Pajeros combine high levels of occupant comfort and decent standards of primary and secondary safety with sufficient off-road ability to keep most amateur explorers happy.
However they have never been a particular favourite of the used market and your Pajero budget buys considerably more than if you had insisted on owning a Landcruiser.
When new, an Exceed diesel was out of reach for many buyers. As a result they aren't easy to find in the used market but a 2009-12 model that's averaged under 20,000km a year will typically cost 25-30 percent of its new-car price.
Looking at the current used market, automatic Pajeros outsell manual by about 6:1 so we will look hardest at the five-speed auto and later 147kW diesel engine.
Around town these have terrific low-end urge, You won't get left behind as in some diesels when leaving the lights and cruising in fifth is almost silent. Using a Pajero off-road is simplicity personified and perhaps can lead to a little over-confidence from inexperienced 4WDers.
The 4WD selector lever can be operated on the move and also switch without stopping into Low Range. Loosely packed sand needs to be treated with caution as the Pajero even with optional diff locks deployed can dig itself a trench. From there, limited underbelly clearance does the rest.
Lack of wheel articulation is cited as another reason for keeping your Pajero away from really serious 4WD tracks. On well-maintained trails and access routes to beach fishing spots though the standard suspension should be quite adequate.
Side steps as found on a lot of Pajeros can be a great help when smaller fry or older relatives need to climb aboard or for stopping bush rocks damaging your sills. However In deep mud or wet sand they can stick like suction caps.
Some owners will buy a Pajero with long-distance towing in mind. The auto is perfect for this role, although fitting an additional transmission oil cooler is recommended. NS and NT models come with an 88 litre fuel tank and diesel versions lightly laden average around 9L/100km. Factor in the weight of a caravan plus associated personal and safety equipment plus the need to run in 4WD on some outback roads and those 88 litres will disappear very quickly. Making space for a supplementary tank if you intend travelling any distance is a good idea.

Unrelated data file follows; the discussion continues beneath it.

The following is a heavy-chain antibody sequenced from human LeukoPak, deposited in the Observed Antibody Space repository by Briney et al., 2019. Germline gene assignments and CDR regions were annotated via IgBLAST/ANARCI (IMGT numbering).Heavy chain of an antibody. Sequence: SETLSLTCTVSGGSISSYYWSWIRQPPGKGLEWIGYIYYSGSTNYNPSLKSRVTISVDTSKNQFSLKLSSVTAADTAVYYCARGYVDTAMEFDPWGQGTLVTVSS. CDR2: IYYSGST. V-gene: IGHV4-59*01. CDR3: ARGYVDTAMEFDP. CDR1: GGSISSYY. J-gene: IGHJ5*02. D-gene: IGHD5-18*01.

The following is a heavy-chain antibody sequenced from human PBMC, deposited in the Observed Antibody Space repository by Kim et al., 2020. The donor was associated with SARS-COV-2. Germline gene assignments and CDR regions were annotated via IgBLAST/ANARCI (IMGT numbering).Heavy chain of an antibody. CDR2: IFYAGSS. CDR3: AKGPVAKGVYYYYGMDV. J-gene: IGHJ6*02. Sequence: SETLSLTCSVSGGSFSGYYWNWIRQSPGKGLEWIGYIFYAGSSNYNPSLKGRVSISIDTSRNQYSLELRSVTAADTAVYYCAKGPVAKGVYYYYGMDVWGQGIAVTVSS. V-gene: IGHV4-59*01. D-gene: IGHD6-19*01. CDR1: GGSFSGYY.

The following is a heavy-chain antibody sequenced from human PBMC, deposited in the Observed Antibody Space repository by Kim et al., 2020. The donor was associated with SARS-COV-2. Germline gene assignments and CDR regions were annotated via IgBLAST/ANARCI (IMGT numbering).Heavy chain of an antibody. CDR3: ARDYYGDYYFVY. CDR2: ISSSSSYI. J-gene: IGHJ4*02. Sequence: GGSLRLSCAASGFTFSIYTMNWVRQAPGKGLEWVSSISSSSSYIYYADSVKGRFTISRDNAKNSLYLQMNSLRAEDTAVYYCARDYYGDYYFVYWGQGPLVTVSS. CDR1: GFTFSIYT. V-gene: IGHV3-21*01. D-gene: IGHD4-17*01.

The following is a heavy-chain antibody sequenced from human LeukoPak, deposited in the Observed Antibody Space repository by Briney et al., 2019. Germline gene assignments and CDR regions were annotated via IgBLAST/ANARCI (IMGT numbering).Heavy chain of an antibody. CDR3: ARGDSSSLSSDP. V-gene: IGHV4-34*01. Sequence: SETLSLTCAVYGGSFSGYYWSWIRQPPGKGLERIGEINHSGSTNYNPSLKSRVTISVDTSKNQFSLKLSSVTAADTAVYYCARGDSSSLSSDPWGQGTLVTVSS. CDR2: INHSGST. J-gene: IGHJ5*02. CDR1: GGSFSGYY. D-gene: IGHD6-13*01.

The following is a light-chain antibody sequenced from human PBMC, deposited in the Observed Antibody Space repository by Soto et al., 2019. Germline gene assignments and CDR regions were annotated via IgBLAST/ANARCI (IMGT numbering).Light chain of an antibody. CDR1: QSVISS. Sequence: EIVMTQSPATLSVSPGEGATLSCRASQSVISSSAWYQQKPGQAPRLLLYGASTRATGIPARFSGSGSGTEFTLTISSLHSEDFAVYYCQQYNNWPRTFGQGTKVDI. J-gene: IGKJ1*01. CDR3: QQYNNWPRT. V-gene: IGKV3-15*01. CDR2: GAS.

Pajeros look a bit wobbly on their pins when being pushed hard but owners report few issues with stability. All post-2006 Pajeros sold in Australia qualify for a Four Star ANCAP crash protection rating and recorded excellent scores for side-on collisions, not so good when hit from the front.
>> Get under any Pajero you're considering, looking for underbody damage, especially to the front stone-tray, sills and rear pan. Even in vehicles that look new, check for emerging rust in the tail-gate, door skins, around windows and the roof.
>> The front axle needs regular use and Pajeros that live in the city may not get enough exercise with 4WD engaged. Look at the rubber boots that keep dirt and sand out of shaft joints. If these tear they allow contaminants into the joint, promoting rapid wear.
>> The 3.8 V6 engine needs its timing belt changed at 100-110,000km. If a car you're considering is close to that mark and the belt hasn't been changed, allow for it in the price. Diesels with a chain aren't immune from problems; chain tensioners can wear, causing noise at start-up and sometimes allowing the chain to jump a tooth.
>> Leather trim in older versions can be looking shabby unless well fed with a quality conditioner. Damage in the cargo area is a sign of a hard life and probably a Pajero to avoid.